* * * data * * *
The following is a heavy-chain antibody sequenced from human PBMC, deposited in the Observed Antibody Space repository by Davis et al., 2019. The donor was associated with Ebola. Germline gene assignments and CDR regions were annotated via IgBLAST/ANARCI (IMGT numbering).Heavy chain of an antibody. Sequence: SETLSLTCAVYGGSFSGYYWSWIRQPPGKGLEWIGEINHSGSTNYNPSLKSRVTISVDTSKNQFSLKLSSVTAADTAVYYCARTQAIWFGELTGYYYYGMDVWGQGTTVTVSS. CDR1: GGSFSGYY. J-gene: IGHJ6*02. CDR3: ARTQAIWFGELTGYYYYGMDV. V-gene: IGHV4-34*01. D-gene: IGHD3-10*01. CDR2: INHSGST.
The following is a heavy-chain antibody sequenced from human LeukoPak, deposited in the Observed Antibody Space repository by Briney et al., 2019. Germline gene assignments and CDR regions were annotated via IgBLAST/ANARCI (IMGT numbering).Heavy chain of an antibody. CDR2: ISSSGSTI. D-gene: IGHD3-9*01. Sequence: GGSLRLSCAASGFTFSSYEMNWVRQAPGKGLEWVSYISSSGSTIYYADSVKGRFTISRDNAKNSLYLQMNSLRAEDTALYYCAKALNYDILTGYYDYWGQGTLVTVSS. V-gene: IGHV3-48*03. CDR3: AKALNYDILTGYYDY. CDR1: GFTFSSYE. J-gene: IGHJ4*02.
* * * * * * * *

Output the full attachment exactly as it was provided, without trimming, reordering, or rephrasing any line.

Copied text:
The following is a heavy-chain antibody sequenced from human PBMC, deposited in the Observed Antibody Space repository by Davis et al., 2019. The donor was associated with Ebola. Germline gene assignments and CDR regions were annotated via IgBLAST/ANARCI (IMGT numbering).Heavy chain of an antibody. Sequence: SETLSLTCAVYGGSFSGYYWSWIRQPPGKGLEWIGEINHSGSTNYNPSLKSRVTISVDTSKNQFSLKLSSVTAADTAVYYCARTQAIWFGELTGYYYYGMDVWGQGTTVTVSS. CDR1: GGSFSGYY. J-gene: IGHJ6*02. CDR3: ARTQAIWFGELTGYYYYGMDV. V-gene: IGHV4-34*01. D-gene: IGHD3-10*01. CDR2: INHSGST.
The following is a heavy-chain antibody sequenced from human LeukoPak, deposited in the Observed Antibody Space repository by Briney et al., 2019. Germline gene assignments and CDR regions were annotated via IgBLAST/ANARCI (IMGT numbering).Heavy chain of an antibody. CDR2: ISSSGSTI. D-gene: IGHD3-9*01. Sequence: GGSLRLSCAASGFTFSSYEMNWVRQAPGKGLEWVSYISSSGSTIYYADSVKGRFTISRDNAKNSLYLQMNSLRAEDTALYYCAKALNYDILTGYYDYWGQGTLVTVSS. V-gene: IGHV3-48*03. CDR3: AKALNYDILTGYYDY. CDR1: GFTFSSYE. J-gene: IGHJ4*02.